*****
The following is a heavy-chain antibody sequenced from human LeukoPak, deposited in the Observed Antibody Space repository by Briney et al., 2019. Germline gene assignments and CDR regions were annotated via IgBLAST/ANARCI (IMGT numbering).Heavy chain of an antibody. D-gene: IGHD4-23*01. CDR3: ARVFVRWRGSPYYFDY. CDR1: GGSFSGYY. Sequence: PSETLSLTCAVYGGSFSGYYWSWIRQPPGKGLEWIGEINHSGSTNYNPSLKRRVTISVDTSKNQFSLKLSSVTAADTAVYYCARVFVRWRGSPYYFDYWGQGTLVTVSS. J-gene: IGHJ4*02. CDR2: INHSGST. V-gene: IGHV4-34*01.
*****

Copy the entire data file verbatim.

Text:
The following is a heavy-chain antibody sequenced from human LeukoPak, deposited in the Observed Antibody Space repository by Briney et al., 2019. Germline gene assignments and CDR regions were annotated via IgBLAST/ANARCI (IMGT numbering).Heavy chain of an antibody. D-gene: IGHD4-23*01. CDR3: ARVFVRWRGSPYYFDY. CDR1: GGSFSGYY. Sequence: PSETLSLTCAVYGGSFSGYYWSWIRQPPGKGLEWIGEINHSGSTNYNPSLKRRVTISVDTSKNQFSLKLSSVTAADTAVYYCARVFVRWRGSPYYFDYWGQGTLVTVSS. J-gene: IGHJ4*02. CDR2: INHSGST. V-gene: IGHV4-34*01.